Just something to think about, anyway...

EDIT:
Forgot to mention that I paid 55% of the MSRP, with the trade-in of an entry level Pro-Ject turntable. This actually reminded me of yet another option. You can purchase an entry-level Rega or Pro-Ject now, saving until funds permit you to purchase something a bit better. The beauty about entry-level Rega and Pro-Ject is that, aside from their plug n' play simplicity, they hold their resale value extremely well.

Well, it's just about done. Decided on a demo Roksan Radius w/the Nima arm; use either my Sumiko Black Pearl or my Dad's old Stanton 681EEE; and see what I can come up w/for a phone stage. Probably just go for the Rega Fono for now. All in all, a bit over $1500 budget, but well worth it.

Thanks for everyone's input.

jferreir
01-05-2010, 03:51 AM
Sorry for not replying earlier, str8fast! I had meant to, but life got in the way... darn!

Anyway, I'm sure you made an excellent choice with the Roskan Radius. I never had the opportunity to demo one myself - no local dealers - but I heard that it compares favourably with the TecnoDec, P5, etc. (it was on my shortlist). In terms of phono stages, don't be afraid to work your way up gradually. If you keep an eye on the used market, I'm sure you can find a decent phono stage at a great price (entry-level Pro-Ject, Rega, Clearaudio, etc., are fairly common) . Use that for a year, then sell it for a bit less than what you originally paid. Heck, if you manage save enough within a year, you could probably sell it at the purchase price. Although purchasing used is not without its risks, those risks are largely negligible when purchasing entry-level phono stages (IMO, anyway).

Glad to see you went the demo route. Enjoy the Roskan and the many stress-free hours of listening that will accompany it.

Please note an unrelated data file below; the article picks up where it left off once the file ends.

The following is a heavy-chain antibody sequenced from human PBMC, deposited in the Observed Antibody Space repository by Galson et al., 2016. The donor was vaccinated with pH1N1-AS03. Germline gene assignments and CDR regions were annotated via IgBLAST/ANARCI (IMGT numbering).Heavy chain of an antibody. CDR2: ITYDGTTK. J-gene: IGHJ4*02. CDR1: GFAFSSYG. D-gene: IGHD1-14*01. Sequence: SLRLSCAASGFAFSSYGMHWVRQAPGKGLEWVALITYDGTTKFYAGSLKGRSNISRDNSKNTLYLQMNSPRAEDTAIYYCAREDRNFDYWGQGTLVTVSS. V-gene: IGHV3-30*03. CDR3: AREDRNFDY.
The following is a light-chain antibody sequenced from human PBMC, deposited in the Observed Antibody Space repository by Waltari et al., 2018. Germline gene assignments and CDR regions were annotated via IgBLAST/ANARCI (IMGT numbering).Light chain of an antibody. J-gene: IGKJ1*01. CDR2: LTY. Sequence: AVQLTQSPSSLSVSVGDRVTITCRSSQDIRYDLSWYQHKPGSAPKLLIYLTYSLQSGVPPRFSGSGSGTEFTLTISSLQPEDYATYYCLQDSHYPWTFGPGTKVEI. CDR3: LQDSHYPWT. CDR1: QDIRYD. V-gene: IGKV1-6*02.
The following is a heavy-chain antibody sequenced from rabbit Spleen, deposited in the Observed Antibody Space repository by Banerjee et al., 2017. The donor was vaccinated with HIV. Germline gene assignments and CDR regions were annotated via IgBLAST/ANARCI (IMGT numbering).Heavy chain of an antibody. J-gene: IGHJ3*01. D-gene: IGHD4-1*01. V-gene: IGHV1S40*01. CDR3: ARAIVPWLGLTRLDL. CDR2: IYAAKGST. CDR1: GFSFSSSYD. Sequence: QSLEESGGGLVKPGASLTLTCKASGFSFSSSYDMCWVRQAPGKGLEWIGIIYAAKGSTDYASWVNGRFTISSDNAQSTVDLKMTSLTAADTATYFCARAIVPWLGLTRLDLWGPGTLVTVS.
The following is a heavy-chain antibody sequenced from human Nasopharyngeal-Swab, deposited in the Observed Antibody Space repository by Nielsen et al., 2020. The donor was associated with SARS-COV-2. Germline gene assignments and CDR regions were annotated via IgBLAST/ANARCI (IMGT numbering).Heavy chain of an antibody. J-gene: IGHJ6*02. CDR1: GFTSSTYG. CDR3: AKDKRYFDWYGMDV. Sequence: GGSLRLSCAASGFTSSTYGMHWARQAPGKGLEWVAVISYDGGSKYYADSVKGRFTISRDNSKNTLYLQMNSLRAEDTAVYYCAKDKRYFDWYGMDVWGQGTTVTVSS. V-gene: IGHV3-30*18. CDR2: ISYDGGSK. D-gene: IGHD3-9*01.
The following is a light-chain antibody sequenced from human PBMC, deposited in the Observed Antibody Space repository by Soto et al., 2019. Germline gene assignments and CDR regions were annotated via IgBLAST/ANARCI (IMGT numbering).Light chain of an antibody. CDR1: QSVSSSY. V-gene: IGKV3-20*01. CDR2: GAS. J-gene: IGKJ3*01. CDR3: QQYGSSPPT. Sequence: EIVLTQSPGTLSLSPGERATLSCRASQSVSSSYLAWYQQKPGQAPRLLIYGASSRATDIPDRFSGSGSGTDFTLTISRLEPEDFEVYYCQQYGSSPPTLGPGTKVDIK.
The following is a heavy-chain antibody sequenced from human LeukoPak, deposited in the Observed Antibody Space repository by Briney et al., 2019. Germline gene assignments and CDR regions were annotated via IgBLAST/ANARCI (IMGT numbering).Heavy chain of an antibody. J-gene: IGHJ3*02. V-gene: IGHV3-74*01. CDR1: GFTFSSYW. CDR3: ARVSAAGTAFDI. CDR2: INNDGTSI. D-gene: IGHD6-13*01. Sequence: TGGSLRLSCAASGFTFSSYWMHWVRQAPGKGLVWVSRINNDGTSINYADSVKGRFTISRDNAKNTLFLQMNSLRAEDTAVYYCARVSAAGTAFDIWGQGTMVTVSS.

hifi_dave
01-05-2010, 04:37 PM
I've done the Roksan Radius versus Rega P5 on a number of occasions and the Rega is significantly better at making music. If you like the Roksan styling, I've also done the Tecnodec and that is better than the Roksan. Another point, Roksan now have a Mk2 of that particular arm and cartridge.

str8fast
02-05-2010, 03:19 PM
Sorry for not replying earlier, str8fast! I had meant to, but life got in the way... darn!

Anyway, I'm sure you made an excellent choice with the Roskan Radius. I never had the opportunity to demo one myself - no local dealers - but I heard that it compares favourably with the TecnoDec, P5, etc. (it was on my shortlist). In terms of phono stages, don't be afraid to work your way up gradually. If you keep an eye on the used market, I'm sure you can find a decent phono stage at a great price (entry-level Pro-Ject, Rega, Clearaudio, etc., are fairly common) . Use that for a year, then sell it for a bit less than what you originally paid. Heck, if you manage save enough within a year, you could probably sell it at the purchase price. Although purchasing used is not without its risks, those risks are largely negligible when purchasing entry-level phono stages (IMO, anyway).

Glad to see you went the demo route. Enjoy the Roskan and the many stress-free hours of listening that will accompany it.

Thanks Jferreir, I think I made a good choice and the dealer is one I've done significant business with in the past and has always done right by me. As to life getting in the way, I'm right with you on that one.

I have the opportunity to get a HEED phono stage and separte power supply which gets great reviews, but at this point my be undoable moneywise.

Thank for the advice and many hours of happy listening to both of us.

str8fast
02-05-2010, 03:28 PM